It’s the end of the September, which means it’s time for us to recap our blog posts of the month. Following the recap we present several challenges facing global digital vendors in our September Ecommerce Digest.
This month, Building Keystones:
- Explored freemium as a marketing tactic
- Directed readers to a revenue recognition webcast from TenSoft
- Explained the benefits of marketing automation
- Illustrated the changes in email marketing
- Highlighted the many uses of content marketing
- Showcased the costs/benefits of an outsourced ecommerce solution
For our Ecommerce Digest, we’ve highlighted articles from the New York Times, Forrester Research, CNET News and Venture Beat. These articles cover digital rights management, how the US presidential election affects the tech market, and the trouble with selling software through Google and Amazon.
Google Charges Retailers to Appear on Shopping Site | NYTimes.com “In 2009, nearly a quarter of shoppers started research for an online purchase on a search engine like Google and 18 percent started on Amazon, according to a Forrester Research study. By last year, almost a third started on Amazon and just 13 percent on a search engine. Product searches on Amazon have grown 73 percent over the last year while searches on Google Shopping have been flat, according to comScore.”
Google and Amazon are vying for the title of King of Product Search. This battle affects both merchants and consumers. Merchants must pay for product displays while consumer product selection becomes less dependent on relevant results than on which businesses can afford to pay for search results.
But as someone who spends most of his time investigating ISVs I have to wonder if paying for Google Shopping ads even matters. Software merchants stand to benefit more by drawing visitors to their own stores instead of locking themselves into the restrictive policies of Amazon and Google. As this article from Pracitcal eCommerce and this article from Search Engine Watch indicate, selling products through Amazon and Google seems to benefit Amazon and Google more than it benefits software merchants.
Grooveshark’s HTML5 app goes international | Internet & Media – CNET News In the New York Times article above, we noted that independent software vendors struggle as they try to sell products through Google. Grooveshark is no exception. After being booted from Google Play, Grooveshark decided to forgo the Android and App stores in favor of an HTML5 version of their product. This allows Grooveshark to market directly to consumers, without being locked into the Google and Apple marketplace policies and restrictions, and it presents a compelling alternative to app stores.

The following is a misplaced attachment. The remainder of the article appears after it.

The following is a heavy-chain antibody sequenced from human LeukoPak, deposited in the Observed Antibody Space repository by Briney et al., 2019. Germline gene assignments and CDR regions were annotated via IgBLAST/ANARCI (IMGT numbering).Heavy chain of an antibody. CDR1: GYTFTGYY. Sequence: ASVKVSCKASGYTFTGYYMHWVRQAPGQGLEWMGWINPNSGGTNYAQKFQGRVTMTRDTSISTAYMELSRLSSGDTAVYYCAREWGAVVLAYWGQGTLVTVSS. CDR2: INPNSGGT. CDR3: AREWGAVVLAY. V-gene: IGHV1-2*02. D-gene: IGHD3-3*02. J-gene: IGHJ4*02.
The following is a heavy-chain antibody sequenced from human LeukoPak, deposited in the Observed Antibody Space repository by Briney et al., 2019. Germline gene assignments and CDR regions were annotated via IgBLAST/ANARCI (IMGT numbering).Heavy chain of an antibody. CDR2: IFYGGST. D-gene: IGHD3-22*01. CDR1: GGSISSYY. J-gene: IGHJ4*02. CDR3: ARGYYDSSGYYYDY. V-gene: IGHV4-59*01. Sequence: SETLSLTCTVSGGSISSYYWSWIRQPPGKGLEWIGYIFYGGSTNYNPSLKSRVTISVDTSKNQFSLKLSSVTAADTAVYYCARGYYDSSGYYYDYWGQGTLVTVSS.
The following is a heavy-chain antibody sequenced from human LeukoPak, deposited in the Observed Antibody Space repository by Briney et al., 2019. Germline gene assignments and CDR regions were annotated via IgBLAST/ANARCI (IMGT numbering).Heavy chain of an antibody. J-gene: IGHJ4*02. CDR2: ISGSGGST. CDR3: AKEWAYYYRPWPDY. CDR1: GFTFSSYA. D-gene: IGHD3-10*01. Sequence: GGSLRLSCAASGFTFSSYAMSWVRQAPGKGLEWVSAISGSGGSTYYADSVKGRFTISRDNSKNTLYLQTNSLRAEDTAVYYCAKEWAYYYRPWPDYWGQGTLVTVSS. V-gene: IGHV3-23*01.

Ubisoft shifts its digital rights management stance from stick to carrot | VentureBeat The first lesson in this article is that companies need to be upfront and clear about their DRM policies. As a digital consumer, I expect to be able to use any software I buy on any device that I carry. If I can’t use the software on multiple platforms, I prefer to be informed upfront.
Ubisoft, makers of Assassin’s Creed and other top-selling video games, had created a lot of bad blood in the past. “We realized we haven’t always been clear and consistent about communicating what our DRM policy was in the past, and that has led to a bunch of misunderstandings,” says a Ubisoft VP. The situation was so bad, that their DRM solution was causing compatibility issues and preventing licensed users from playing their games.
By offering free-to-play and offline versions of their games, Ubisoft is attempting to improve their customer relationships. While it is true that “the point of DRM … is to establish with the consumer that they are getting value,” it’s also important to establish usability for your customers.
What A Romney Presidency Would Mean For The US Tech Market Outlook & What An Obama Reelection Would Mean For The US Tech Market Outlook | Forrester Blogs Forrester analyst Andrew Bartels examines how the upcoming US presidential election will affect the US tech market through 2016. While elections affect businesses “only around the margins,” Bartels says, “marginal tech decisions can mean the difference between a tech market that grows by 3% to 4% or one that grows at rates of 5% to 6%.”
Bartels points out that both party’s platforms are similar in terms of tech policies. The factors affecting the tech market, therefore, will reside in the winner’s ability to grow the economy through their fiscal policies.
Leave a comment telling us your thoughts on selling through Google or Amazon, or any good stories about DRM fiascoes your software company has had to handle.